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Turning a tumor’s weapon against itself

Understanding the building blocks of biochemistry and structural biology, says Bryan Berger, can lead to creative solutions to medical mysteries.

Berger studies protein structure and molecular recognition and is particularly interested in how cell receptors switch on and off in relation to disease and how engineered peptides function in the body to combat disease.

He and Mark Snyder, both assistant professors chemical engineering, are developing nanoscale packages that, like smart bombs, release chemotherapy drugs at the site of a rapidly growing tumor while limiting the drugs’ toxic effects on healthy tissues.

Normally growing cells feed off oxygen delivered through tiny blood vessels in tissue. When a precancerous cell morphs into a cancerous state, it grows at a rate faster than the oxygen supply can support. It then adjusts its metabolism to consume sugars stored in the cells and grow anaerobically.

This anaerobic metabolism causes the tumor cells to secrete enzymes called proteases that devour adjoining tissue to make room for the cancer’s rapid proliferation. The process produces lactic acid, which lowers the pH around the tumor site.

Berger synthesizes peptides (sequences of amino acids) and programs them to use the tumor’s protease weapons against itself.

“My lab designs peptides that the protease secreted by a specific cancer act upon,” he says. Utilizing knowledge about the types of amino acid bonds that a specific protease will attack, and the size and shape of molecules that can penetrate the diseased tissue, Berger develops a peptide that will fold or change shape when it senses the tumor’s enzymes and lowered pH.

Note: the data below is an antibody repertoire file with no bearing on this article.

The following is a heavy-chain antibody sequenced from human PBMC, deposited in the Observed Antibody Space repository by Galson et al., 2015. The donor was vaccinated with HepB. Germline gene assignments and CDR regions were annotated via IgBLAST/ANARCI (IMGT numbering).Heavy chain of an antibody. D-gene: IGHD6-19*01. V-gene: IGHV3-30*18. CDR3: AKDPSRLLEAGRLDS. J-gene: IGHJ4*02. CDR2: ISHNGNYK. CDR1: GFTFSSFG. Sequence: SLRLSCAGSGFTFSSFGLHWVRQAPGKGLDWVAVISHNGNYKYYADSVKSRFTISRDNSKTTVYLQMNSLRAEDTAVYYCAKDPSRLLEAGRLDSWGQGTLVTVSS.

Snyder incorporates the peptide into a silica-based nanoparticle package that encapsulates a small amount of an effective anti-cancer drug. The package is designed so that in the low-pH tumor environment, the peptide unfolds and is cleaved by protease, which causes the nanopackage to release the drug where it is needed.

“Most cancer drugs are effective but toxic,” Berger says. “We want to keep them stable, shield them and release them at the right time.”

Other organic, polymer-based approaches to packaging chemotherapy drugs exist, he says, “but the polymers are much more susceptible to degradation and have shorter half-lives than silica, which is inorganic and much more resilient.”

Berger and Snyder have a grant from the Pennsylvania Department of Health’s Commonwealth Universal Research Enhancement (CURE) program. They collaborate with Ellen Puré, professor of molecular and cellular oncogenesis at the Wistar Institute, a cancer research center in Philadelphia.